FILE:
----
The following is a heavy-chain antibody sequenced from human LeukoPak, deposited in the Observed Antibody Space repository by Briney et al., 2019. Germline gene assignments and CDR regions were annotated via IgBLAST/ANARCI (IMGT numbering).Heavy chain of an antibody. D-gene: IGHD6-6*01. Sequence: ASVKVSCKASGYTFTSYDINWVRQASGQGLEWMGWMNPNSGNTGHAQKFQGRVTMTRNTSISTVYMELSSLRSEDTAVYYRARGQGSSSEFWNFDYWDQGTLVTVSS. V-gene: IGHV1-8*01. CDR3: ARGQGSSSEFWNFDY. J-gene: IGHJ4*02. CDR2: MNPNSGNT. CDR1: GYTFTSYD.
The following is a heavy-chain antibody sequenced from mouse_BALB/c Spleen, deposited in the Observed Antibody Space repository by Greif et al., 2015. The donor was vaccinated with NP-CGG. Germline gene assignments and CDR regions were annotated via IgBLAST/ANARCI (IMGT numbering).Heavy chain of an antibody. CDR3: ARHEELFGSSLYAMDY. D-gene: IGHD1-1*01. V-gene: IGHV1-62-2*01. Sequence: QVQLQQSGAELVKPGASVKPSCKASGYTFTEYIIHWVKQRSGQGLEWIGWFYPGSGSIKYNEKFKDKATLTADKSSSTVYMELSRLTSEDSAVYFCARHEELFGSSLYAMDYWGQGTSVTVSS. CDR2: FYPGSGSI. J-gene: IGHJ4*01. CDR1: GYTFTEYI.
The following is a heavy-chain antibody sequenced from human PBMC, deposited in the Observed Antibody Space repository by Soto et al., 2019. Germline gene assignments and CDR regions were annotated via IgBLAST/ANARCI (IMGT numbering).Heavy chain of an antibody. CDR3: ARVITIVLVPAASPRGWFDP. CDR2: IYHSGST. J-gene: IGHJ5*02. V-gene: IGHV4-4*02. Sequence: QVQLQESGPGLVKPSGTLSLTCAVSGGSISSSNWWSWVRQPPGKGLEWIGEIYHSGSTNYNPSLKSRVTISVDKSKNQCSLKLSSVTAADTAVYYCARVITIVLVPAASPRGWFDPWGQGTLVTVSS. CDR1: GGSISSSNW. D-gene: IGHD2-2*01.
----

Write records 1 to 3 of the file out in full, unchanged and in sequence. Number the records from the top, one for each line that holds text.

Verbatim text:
The following is a heavy-chain antibody sequenced from human LeukoPak, deposited in the Observed Antibody Space repository by Briney et al., 2019. Germline gene assignments and CDR regions were annotated via IgBLAST/ANARCI (IMGT numbering).Heavy chain of an antibody. D-gene: IGHD6-6*01. Sequence: ASVKVSCKASGYTFTSYDINWVRQASGQGLEWMGWMNPNSGNTGHAQKFQGRVTMTRNTSISTVYMELSSLRSEDTAVYYRARGQGSSSEFWNFDYWDQGTLVTVSS. V-gene: IGHV1-8*01. CDR3: ARGQGSSSEFWNFDY. J-gene: IGHJ4*02. CDR2: MNPNSGNT. CDR1: GYTFTSYD.
The following is a heavy-chain antibody sequenced from mouse_BALB/c Spleen, deposited in the Observed Antibody Space repository by Greif et al., 2015. The donor was vaccinated with NP-CGG. Germline gene assignments and CDR regions were annotated via IgBLAST/ANARCI (IMGT numbering).Heavy chain of an antibody. CDR3: ARHEELFGSSLYAMDY. D-gene: IGHD1-1*01. V-gene: IGHV1-62-2*01. Sequence: QVQLQQSGAELVKPGASVKPSCKASGYTFTEYIIHWVKQRSGQGLEWIGWFYPGSGSIKYNEKFKDKATLTADKSSSTVYMELSRLTSEDSAVYFCARHEELFGSSLYAMDYWGQGTSVTVSS. CDR2: FYPGSGSI. J-gene: IGHJ4*01. CDR1: GYTFTEYI.
The following is a heavy-chain antibody sequenced from human PBMC, deposited in the Observed Antibody Space repository by Soto et al., 2019. Germline gene assignments and CDR regions were annotated via IgBLAST/ANARCI (IMGT numbering).Heavy chain of an antibody. CDR3: ARVITIVLVPAASPRGWFDP. CDR2: IYHSGST. J-gene: IGHJ5*02. V-gene: IGHV4-4*02. Sequence: QVQLQESGPGLVKPSGTLSLTCAVSGGSISSSNWWSWVRQPPGKGLEWIGEIYHSGSTNYNPSLKSRVTISVDKSKNQCSLKLSSVTAADTAVYYCARVITIVLVPAASPRGWFDPWGQGTLVTVSS. CDR1: GGSISSSNW. D-gene: IGHD2-2*01.